ATTORNEYS GENERAL AND ATF ANNOUNCE JOINT INITIATIVE
Cooperative effort will prevent loss of millions of dollars in federal and state revenues
WASHINGTON, D.C.--The National Association of Attorneys General (NAAG) today announced a joint public/private initiative to prevent the illegal sale of cigarettes over the Internet. Participants in the initiative include Attorneys General from across the country, the federal Bureau of Alcohol, Tobacco, Firearms and Explosives (ATF) and credit card companies.
"We are taking a multifaceted, multijurisdictional approach to halting illegal Internet cigarette sales, NAAG President and Vermont Attorney General William H. Sorrell said. "We believe this is the most effective and efficient strategy to enforce state and federal laws regulating online sales. We are very appreciative of the work by these companies."
"This partnership is an excellent example of how Attorneys General and ATF can work together successfully with support from private businesses," said Idaho Attorney General Lawrence Wasden, co-chair of NAAG's Tobacco Committee.
"Today, public and private partnerships are the key to success for law enforcement. ATF investigations show that millions of dollars each year in illegal sales of cigarettes are diverted to fund terrorists and criminal organizations," said Michael Bouchard, ATF Assistant Director for Field Operations. "ATF will aggressively continue to pursue violations of law. However, through today's initiative, we are addressing the problem of illegal sales across multiple jurisdictions with tremendous support from the country's largest credit card companies. We welcome the help."
Negotiations with the companies were led by the Attorney General offices of New York, California and Oregon. Details surrounding the initiative were discussed today at a meeting in Washington, D.C. that included the Attorneys General of Colorado, Oregon, Pennsylvania and Vermont and representatives from the offices of the Attorneys General of California, Idaho, Louisiana, Maryland, New York and Wisconsin. Other participants included ATF and the major credit card companies. All participants agreed to work together to prevent the processing of payments for illegal Internet cigarette sales.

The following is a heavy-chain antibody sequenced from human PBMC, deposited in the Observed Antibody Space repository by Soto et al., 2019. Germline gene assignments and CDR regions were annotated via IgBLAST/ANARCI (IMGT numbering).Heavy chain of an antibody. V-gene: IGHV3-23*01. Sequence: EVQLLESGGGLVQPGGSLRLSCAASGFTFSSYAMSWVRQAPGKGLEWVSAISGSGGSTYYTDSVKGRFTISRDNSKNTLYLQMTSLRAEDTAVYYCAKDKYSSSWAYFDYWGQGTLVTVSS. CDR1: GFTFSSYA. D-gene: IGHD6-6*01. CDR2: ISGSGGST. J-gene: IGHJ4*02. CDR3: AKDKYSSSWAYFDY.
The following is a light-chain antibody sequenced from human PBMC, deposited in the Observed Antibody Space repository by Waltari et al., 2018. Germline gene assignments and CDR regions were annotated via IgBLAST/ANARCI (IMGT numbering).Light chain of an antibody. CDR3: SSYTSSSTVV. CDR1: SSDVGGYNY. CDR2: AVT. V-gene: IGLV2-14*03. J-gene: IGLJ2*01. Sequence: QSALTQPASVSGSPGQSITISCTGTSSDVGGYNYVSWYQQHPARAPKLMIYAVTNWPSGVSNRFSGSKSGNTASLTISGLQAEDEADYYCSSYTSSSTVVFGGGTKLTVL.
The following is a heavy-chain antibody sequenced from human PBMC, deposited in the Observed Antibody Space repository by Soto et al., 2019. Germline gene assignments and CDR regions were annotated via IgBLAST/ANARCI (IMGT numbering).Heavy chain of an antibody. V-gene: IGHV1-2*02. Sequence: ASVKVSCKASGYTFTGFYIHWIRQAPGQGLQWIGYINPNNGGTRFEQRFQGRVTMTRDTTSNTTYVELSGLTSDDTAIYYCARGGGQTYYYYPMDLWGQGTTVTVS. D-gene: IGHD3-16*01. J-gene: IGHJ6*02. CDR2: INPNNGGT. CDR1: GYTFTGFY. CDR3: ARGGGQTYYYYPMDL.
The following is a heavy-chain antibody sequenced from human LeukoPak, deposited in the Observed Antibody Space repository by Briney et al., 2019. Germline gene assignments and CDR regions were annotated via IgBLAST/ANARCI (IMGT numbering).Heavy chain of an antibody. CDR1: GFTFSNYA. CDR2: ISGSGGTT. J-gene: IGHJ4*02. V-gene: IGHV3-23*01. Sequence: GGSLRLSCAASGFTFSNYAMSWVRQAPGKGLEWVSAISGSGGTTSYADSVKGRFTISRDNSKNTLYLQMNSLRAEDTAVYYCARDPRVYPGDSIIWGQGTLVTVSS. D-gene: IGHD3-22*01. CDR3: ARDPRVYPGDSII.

The Attorneys General and ATF commended the credit card companies for agreeing to take affirmative actions to prevent the illegal sale of cigarettes over the Internet, and for agreeing to work cooperatively with law enforcement in shutting down these illegal operations.
Virtually all sales of cigarettes over the Internet are illegal because the sellers are violating one or more state and federal laws, including: (1) state age verification laws; (2) the federal Jenkins Act (which requires that such sales be reported to state authorities); (3) state laws prohibiting or regulating the direct shipment of cigarettes to consumers; (4) state and federal tax laws; (5) federal mail and wire fraud statutes; and (6) the federal RICO law. Many of the sales made by foreign websites also violate federal smuggling, cigarette labeling, money laundering and contraband product laws.
According to Attorneys General, in addition to being illegal, Internet cigarette sales present a significant risk to public health. In particular, cigarettes sold on the Internet are much cheaper than cigarettes sold by brick-and-mortar retailers, because the Internet sellers falsely advertise that their cigarettes are tax-free. It is well-established that lower cigarette prices lead to increased smoking rates, which in turn lead to more smoking-related illnesses and deaths.
Moreover, Attorneys General said, while brick-and-mortar retailers check photo IDs to prevent children from buying cigarettes, the vast majority of Internet sellers have age verification systems that are inadequate, often simply requiring the purchaser to click a button stating that he or she is over 18 years old. Numerous studies have shown that the earlier an individual begins to smoke, the more likely it is that the person will become addicted to smoking, and thus age verification through photo IDs is essential to protect children from a lifetime of addiction and smoking-related illnesses.
All credit card companies have long-standing policies that prohibit the use of their credit card for illegal transactions. During the meeting held today, the state and federal authorities outlined the many laws that are being violated, and the companies agreed to take a variety of steps to ensure that their services are not used to facilitate these illegal transactions.